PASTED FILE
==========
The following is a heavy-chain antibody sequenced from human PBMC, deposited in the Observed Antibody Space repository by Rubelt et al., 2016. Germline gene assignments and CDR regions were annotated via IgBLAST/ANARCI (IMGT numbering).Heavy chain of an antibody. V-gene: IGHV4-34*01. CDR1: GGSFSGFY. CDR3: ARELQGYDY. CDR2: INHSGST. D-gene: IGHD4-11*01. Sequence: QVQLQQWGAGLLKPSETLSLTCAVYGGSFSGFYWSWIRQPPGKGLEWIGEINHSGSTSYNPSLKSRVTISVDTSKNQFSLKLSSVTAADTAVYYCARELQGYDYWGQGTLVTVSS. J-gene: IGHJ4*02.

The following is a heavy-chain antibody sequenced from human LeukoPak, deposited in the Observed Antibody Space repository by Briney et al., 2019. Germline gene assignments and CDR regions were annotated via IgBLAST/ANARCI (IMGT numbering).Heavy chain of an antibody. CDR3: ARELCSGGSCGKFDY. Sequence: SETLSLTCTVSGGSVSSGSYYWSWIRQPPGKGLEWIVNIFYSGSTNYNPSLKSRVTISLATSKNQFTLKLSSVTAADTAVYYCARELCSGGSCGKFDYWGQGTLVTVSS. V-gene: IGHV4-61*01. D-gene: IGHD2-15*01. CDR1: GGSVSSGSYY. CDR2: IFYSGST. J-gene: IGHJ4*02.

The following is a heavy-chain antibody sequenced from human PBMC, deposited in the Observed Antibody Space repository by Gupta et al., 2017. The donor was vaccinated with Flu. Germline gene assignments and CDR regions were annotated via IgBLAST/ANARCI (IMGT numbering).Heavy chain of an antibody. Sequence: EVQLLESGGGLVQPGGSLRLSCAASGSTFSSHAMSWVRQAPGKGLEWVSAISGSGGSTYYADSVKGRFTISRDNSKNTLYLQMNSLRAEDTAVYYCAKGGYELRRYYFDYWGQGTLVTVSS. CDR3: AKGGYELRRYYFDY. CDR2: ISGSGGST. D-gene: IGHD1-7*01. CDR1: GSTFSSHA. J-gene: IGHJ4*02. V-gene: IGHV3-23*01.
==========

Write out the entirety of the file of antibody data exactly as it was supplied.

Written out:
The following is a heavy-chain antibody sequenced from human PBMC, deposited in the Observed Antibody Space repository by Rubelt et al., 2016. Germline gene assignments and CDR regions were annotated via IgBLAST/ANARCI (IMGT numbering).Heavy chain of an antibody. V-gene: IGHV4-34*01. CDR1: GGSFSGFY. CDR3: ARELQGYDY. CDR2: INHSGST. D-gene: IGHD4-11*01. Sequence: QVQLQQWGAGLLKPSETLSLTCAVYGGSFSGFYWSWIRQPPGKGLEWIGEINHSGSTSYNPSLKSRVTISVDTSKNQFSLKLSSVTAADTAVYYCARELQGYDYWGQGTLVTVSS. J-gene: IGHJ4*02.

The following is a heavy-chain antibody sequenced from human LeukoPak, deposited in the Observed Antibody Space repository by Briney et al., 2019. Germline gene assignments and CDR regions were annotated via IgBLAST/ANARCI (IMGT numbering).Heavy chain of an antibody. CDR3: ARELCSGGSCGKFDY. Sequence: SETLSLTCTVSGGSVSSGSYYWSWIRQPPGKGLEWIVNIFYSGSTNYNPSLKSRVTISLATSKNQFTLKLSSVTAADTAVYYCARELCSGGSCGKFDYWGQGTLVTVSS. V-gene: IGHV4-61*01. D-gene: IGHD2-15*01. CDR1: GGSVSSGSYY. CDR2: IFYSGST. J-gene: IGHJ4*02.

The following is a heavy-chain antibody sequenced from human PBMC, deposited in the Observed Antibody Space repository by Gupta et al., 2017. The donor was vaccinated with Flu. Germline gene assignments and CDR regions were annotated via IgBLAST/ANARCI (IMGT numbering).Heavy chain of an antibody. Sequence: EVQLLESGGGLVQPGGSLRLSCAASGSTFSSHAMSWVRQAPGKGLEWVSAISGSGGSTYYADSVKGRFTISRDNSKNTLYLQMNSLRAEDTAVYYCAKGGYELRRYYFDYWGQGTLVTVSS. CDR3: AKGGYELRRYYFDY. CDR2: ISGSGGST. D-gene: IGHD1-7*01. CDR1: GSTFSSHA. J-gene: IGHJ4*02. V-gene: IGHV3-23*01.